About the Manual

The Nerd Manual is meant to be both a useful resource for nerds and a guide for the people involved with nerds. If you're a nerd you can find information here that will help you improve your life and perhaps better understand yourself. If you're close friends with, dating, or married to a nerd, I want to give you insight into things nerds do that a lot of people have difficulty understanding.

I hope to avoid offending anyone--either nerd or non-nerd--but please understand that the manual will get into some sensitive topics, stray into contentious territories, and even use stereotypes to illustrate points. It's OK to disagree with something, but keep your comments civil.


Nerd Q&A: Can a Programmer be Interesting?

Malcolm by Matthew Ragan
I'm so glad people are concerned about their friends' well being. It gives me hope.

I have a nerd friend who only knows programming. He spends every hour on coding. He's about to date a gorgeous babe who knows nothing about programming. How does he keep up a lively chat? He wants to get to know the woman better, but is concerned that she is only interested in his money because he has had previous bad experiences with gold-diggers.

This is a lot to unpack.

Let's start with your...ahem...friend. It's noble of you to care so much about your friend's social life, but I'm going to go ahead and write this in second person to make life easier.

Unless you spend 24 hours a day in front of the computer, you must know about some things other than coding, even if it's just a small amount of information. Weather, music, fast food, traffic, public restrooms...they're all fair game, although some topics are safer than others.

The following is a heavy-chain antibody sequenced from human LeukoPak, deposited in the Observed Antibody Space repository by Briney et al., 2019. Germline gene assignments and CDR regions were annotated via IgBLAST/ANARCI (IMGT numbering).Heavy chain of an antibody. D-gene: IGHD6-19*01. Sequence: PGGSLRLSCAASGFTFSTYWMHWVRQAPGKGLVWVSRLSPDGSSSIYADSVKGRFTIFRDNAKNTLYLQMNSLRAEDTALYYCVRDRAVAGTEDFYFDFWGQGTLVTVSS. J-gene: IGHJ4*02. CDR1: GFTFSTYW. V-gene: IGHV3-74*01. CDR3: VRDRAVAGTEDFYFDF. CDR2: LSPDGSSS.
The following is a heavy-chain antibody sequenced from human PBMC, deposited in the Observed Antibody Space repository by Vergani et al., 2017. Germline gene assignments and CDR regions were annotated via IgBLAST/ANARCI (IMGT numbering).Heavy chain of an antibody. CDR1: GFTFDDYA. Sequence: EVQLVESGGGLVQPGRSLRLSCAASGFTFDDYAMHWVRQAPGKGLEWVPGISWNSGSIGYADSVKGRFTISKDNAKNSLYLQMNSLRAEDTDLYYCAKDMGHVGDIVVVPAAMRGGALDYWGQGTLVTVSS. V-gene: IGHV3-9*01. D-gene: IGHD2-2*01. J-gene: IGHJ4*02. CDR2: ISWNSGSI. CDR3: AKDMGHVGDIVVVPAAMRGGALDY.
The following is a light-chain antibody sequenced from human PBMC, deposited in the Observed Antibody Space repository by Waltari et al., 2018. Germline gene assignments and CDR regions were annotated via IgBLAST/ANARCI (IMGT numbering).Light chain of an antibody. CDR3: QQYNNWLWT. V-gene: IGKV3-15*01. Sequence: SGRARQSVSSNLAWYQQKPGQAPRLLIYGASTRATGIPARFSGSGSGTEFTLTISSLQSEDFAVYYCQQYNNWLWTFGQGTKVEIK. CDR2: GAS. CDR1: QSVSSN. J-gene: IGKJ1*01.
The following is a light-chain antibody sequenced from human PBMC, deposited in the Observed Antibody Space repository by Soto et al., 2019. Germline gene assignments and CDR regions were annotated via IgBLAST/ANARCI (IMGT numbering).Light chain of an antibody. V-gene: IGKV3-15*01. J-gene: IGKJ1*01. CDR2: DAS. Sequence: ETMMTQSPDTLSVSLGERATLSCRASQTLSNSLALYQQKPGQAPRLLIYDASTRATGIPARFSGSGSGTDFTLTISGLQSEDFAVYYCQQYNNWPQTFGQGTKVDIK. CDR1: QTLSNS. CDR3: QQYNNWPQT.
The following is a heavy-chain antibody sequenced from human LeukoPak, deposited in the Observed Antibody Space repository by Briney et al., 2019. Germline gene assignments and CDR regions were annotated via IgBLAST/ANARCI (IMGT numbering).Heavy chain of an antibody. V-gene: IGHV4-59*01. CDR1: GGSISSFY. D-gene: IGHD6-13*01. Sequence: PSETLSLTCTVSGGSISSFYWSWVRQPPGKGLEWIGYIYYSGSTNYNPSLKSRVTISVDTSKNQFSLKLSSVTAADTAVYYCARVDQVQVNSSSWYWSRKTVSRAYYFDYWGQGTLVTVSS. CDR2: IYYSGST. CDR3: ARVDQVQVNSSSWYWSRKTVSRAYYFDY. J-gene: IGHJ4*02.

You can use your knowledge of the world to make statements such as, “I just noticed that...” and “there sure have been a lot of...” or pose questions in the form of, "what do you think about..." and "do you know anything about..." You should listen closely to the person's responses. When you hear something you know about, even just a little, or hear something that sounds interesting, you should follow up on that with a remark sharing your own opinion or asking for more information about the topic: "I really like..." or "that sounds interesting, tell me more about..."

This is the simplest way to make small talk.  It's a shortcut that doesn't go very deep into conversation, but shows that you're paying attention to the other person. It's good to ask questions so the person feels valued, but try to balance the questions with statements so she doesn't feel interrogated.

That's a basic way to keep from sitting in stony silence, but you can only make small talk for a little while. You'll need to dive a little deeper pretty soon.

Just like with a programming project, if you want to be successful you should do some research first. You might ask around and find out some things about the person prior to the date. Nothing creepy, just ask people who know her some casual questions to find out about what kind of food she likes, her general interests and such. It's fine to tell her friends, "I'm looking for some ideas of where she would like to go," and "I don't want to bore her while we're out, so I'd like to know a little about what she enjoys." Her friends will probably tell her you asked, and this is fine because it shows you care.